Marketing a product that customers can see, touch, and try before they buy is challenging enough. So how can you market something customers can’t see or feel? How do you turn an intangible idea into something that will connect with people in a hands-on, real-world way? That is often the challenge involved with marketing a service. Here are five tips to help you get started:
- Focus on answering the question, “What’s in it for me?” Feature lists are all well and good, but for most people the bottom line (THEIR bottom line) is what really matters. If you can show a prospect how your service will benefit them (by saving time, reducing costs, providing security, or eliminating frustration, worry, or doubt), that will go far in convincing them to give you a try.
- Make it real. Just telling someone how much your service will benefit them isn’t always enough. Back up your claims with tangible, real-world proof. Use testimonials, case studies, and verified statistics whenever you can to help bolster your case. Few things sell confidence better than a success story from a satisfied customer. A testimonial or case study outlining the positive results your service has provided will go a long way toward putting a prospect’s mind at ease about doing business with your firm.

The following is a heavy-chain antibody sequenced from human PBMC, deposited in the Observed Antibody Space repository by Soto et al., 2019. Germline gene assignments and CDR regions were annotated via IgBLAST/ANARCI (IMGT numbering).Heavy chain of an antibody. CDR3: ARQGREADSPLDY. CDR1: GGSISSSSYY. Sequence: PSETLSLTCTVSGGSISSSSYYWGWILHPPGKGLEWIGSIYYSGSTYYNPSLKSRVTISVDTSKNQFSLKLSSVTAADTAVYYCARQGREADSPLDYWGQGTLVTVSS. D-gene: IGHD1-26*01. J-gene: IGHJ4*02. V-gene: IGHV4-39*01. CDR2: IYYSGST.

- Create a strong, positive identity. While your service may be intangible, the words and imagery you use to represent your brand can help you make a positive impression in prospective buyers’ minds. Consider Prudential’s Rock of Gibraltar logo or Allstate’s “good hands.” Each conveys a message of security and dependability — traits important when you’re talking about insurance and investing. Try to create a similar feel with the images and words you use to promote your company.
- Avoid the temptation to under-price your services. Under-pricing undermines profitability and sends the message that you don’t value your own services as highly as your competitors value theirs. Customers will see this as a sign that your service is inferior in quality or that you lack the experience necessary to help them. If you’re uncomfortable pricing your service competitively, consider a tiered approach, where customers can pay higher premiums for added benefits.
- Treat yourself — and your company — as the product. In many ways, you are. When customers buy a service, they’re really buying into a company and its people. They’re trusting your knowledge, your skill, your experience, and your integrity to do right by them. Keep that in mind. Use every interaction as an opportunity to reinforce, renew, and reward that trust…and encourage your staff to do the same.